I'm up at that magical time of a quarter to two in the morning again. Wheeee. Technically this was written on Friday so whatever. Anyway yesterday (again, technically) I did something I hadn't done in quite some time. I finally opened up my psychology textbook and gave it a good read. I find I'm having some trouble getting through it though because I have to stop reading every five seconds to write what I just read as notes. I'm considering switching to a highlighter pen. The book is mine now and I can do what I want with it. I just shouldn't break it yet or something.
So I'm learning about the relationships people form as they grow older. This of course starts with babies bonding with their parents and family, which is where the title of the post comes from. People hadn't really decided to look at babies from a psychological angle until quite recently, but some of it is pretty awesome. Such as how babies don't form the closest bond with their parents necessarily, but the person they perceive who can give them what they want. Once their physical needs are taken care of (ie feeding and pooping) they're very willing to be social and playful with a variety of hand gestures and by making eye contact. From just a few months old a baby is able to recognise faces and they actually recognise voices from inside the womb. They can tell the difference between a voice, and a general background noise, and can react appropriately.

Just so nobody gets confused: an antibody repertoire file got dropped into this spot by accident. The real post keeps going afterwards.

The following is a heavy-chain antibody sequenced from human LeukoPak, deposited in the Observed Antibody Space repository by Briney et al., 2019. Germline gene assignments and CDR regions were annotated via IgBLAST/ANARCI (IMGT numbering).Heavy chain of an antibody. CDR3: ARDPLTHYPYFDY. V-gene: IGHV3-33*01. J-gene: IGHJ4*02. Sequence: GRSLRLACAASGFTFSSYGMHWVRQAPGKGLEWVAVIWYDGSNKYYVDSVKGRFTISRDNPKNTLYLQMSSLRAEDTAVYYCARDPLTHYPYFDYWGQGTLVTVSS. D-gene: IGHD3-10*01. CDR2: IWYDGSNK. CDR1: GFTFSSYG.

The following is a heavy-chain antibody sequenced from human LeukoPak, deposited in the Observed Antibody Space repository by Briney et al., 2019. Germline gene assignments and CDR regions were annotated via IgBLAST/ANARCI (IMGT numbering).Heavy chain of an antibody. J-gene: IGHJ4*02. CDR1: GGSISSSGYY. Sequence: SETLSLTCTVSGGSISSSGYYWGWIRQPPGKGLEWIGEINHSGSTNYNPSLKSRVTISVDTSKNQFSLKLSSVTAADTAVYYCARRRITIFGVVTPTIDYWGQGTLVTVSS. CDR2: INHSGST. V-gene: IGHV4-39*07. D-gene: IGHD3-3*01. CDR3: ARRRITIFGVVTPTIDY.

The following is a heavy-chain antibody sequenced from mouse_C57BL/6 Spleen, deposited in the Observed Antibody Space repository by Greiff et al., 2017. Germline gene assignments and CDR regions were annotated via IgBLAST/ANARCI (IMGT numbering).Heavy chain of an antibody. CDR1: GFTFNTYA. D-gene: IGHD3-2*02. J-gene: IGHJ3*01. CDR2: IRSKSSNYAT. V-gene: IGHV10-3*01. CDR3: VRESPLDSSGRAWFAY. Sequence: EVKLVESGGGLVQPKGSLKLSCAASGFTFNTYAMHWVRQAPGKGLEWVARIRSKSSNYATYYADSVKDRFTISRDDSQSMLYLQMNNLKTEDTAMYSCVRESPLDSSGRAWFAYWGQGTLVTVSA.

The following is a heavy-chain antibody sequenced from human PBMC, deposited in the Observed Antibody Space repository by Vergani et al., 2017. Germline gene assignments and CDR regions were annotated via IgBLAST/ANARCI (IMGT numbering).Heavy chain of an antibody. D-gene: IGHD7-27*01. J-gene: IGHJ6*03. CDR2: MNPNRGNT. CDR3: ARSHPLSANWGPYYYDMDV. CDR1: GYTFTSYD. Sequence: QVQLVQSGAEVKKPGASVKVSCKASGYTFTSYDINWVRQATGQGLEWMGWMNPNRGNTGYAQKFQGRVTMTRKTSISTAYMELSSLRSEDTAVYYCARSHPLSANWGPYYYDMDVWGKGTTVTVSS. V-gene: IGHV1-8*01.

As they get older that's when they begin to accept that the world around them is seen differently by others and there's a fun test you can do if you have young children and older children. Bear with me on this. So, you have two dolls, a marble, a basket, and a box. One doll takes the marble, and puts it in the basket. They then go away and while they're gone the other doll takes the marble, and puts it in the box. When the doll who puts it in the basket comes back, she wants to play with the marble and so you ask the kids where she would look to find it. If they're under three, they tend to say the box. To them, only their view point exists and matters. After that age though they begin to realise that different people experience the world differently, and they would say that she would look in the basket because she didn't see the marble being put in to the box even if they did.
This is the main reason that toddlers are so egocentric and uncompromising. They really are the centre of their own universe, and they don't know, or accept, that other viewpoints exist, other needs. To them, the only thing that matters is themselves. So, next time your kid gets bratty, remember that they might not be able to help it.
There is more, including how I can actually relate a lot of this stuff to myself, but I've bored you for long enough. Jeez if this isn't a specialist subject then I don't know what is. I guess the future of specialist subject posts could be decided with how well this one goes down. Hopefully it goes down like me when I'm drunk at two in the morning.
Sadly I am not drunk. Plus it's not quite two in the morning.